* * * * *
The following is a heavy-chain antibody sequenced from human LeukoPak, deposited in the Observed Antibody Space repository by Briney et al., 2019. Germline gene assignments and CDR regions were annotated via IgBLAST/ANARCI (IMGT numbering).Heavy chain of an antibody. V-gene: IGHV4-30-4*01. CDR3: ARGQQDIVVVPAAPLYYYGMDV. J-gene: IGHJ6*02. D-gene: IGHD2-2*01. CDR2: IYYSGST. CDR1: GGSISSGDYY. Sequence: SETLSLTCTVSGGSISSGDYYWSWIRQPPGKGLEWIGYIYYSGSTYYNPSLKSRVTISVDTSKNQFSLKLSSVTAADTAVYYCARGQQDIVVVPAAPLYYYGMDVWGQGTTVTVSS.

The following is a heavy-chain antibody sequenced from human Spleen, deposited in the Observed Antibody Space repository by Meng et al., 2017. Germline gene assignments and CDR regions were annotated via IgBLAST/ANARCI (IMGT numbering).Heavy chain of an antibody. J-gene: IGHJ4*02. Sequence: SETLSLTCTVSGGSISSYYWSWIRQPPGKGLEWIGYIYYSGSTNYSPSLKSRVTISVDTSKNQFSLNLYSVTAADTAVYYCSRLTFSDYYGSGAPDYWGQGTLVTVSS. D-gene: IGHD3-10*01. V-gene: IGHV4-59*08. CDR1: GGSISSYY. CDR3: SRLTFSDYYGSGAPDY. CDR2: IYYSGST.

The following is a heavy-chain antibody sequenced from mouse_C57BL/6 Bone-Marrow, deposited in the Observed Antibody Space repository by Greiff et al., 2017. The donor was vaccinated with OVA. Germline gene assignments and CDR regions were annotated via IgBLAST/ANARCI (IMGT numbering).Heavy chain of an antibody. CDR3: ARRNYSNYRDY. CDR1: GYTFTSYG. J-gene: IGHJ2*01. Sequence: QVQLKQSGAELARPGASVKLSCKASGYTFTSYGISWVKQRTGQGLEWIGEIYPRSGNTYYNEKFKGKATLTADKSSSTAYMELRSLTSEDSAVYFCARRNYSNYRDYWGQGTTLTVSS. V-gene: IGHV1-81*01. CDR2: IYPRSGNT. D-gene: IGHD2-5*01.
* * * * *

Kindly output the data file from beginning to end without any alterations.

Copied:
The following is a heavy-chain antibody sequenced from human LeukoPak, deposited in the Observed Antibody Space repository by Briney et al., 2019. Germline gene assignments and CDR regions were annotated via IgBLAST/ANARCI (IMGT numbering).Heavy chain of an antibody. V-gene: IGHV4-30-4*01. CDR3: ARGQQDIVVVPAAPLYYYGMDV. J-gene: IGHJ6*02. D-gene: IGHD2-2*01. CDR2: IYYSGST. CDR1: GGSISSGDYY. Sequence: SETLSLTCTVSGGSISSGDYYWSWIRQPPGKGLEWIGYIYYSGSTYYNPSLKSRVTISVDTSKNQFSLKLSSVTAADTAVYYCARGQQDIVVVPAAPLYYYGMDVWGQGTTVTVSS.

The following is a heavy-chain antibody sequenced from human Spleen, deposited in the Observed Antibody Space repository by Meng et al., 2017. Germline gene assignments and CDR regions were annotated via IgBLAST/ANARCI (IMGT numbering).Heavy chain of an antibody. J-gene: IGHJ4*02. Sequence: SETLSLTCTVSGGSISSYYWSWIRQPPGKGLEWIGYIYYSGSTNYSPSLKSRVTISVDTSKNQFSLNLYSVTAADTAVYYCSRLTFSDYYGSGAPDYWGQGTLVTVSS. D-gene: IGHD3-10*01. V-gene: IGHV4-59*08. CDR1: GGSISSYY. CDR3: SRLTFSDYYGSGAPDY. CDR2: IYYSGST.

The following is a heavy-chain antibody sequenced from mouse_C57BL/6 Bone-Marrow, deposited in the Observed Antibody Space repository by Greiff et al., 2017. The donor was vaccinated with OVA. Germline gene assignments and CDR regions were annotated via IgBLAST/ANARCI (IMGT numbering).Heavy chain of an antibody. CDR3: ARRNYSNYRDY. CDR1: GYTFTSYG. J-gene: IGHJ2*01. Sequence: QVQLKQSGAELARPGASVKLSCKASGYTFTSYGISWVKQRTGQGLEWIGEIYPRSGNTYYNEKFKGKATLTADKSSSTAYMELRSLTSEDSAVYFCARRNYSNYRDYWGQGTTLTVSS. V-gene: IGHV1-81*01. CDR2: IYPRSGNT. D-gene: IGHD2-5*01.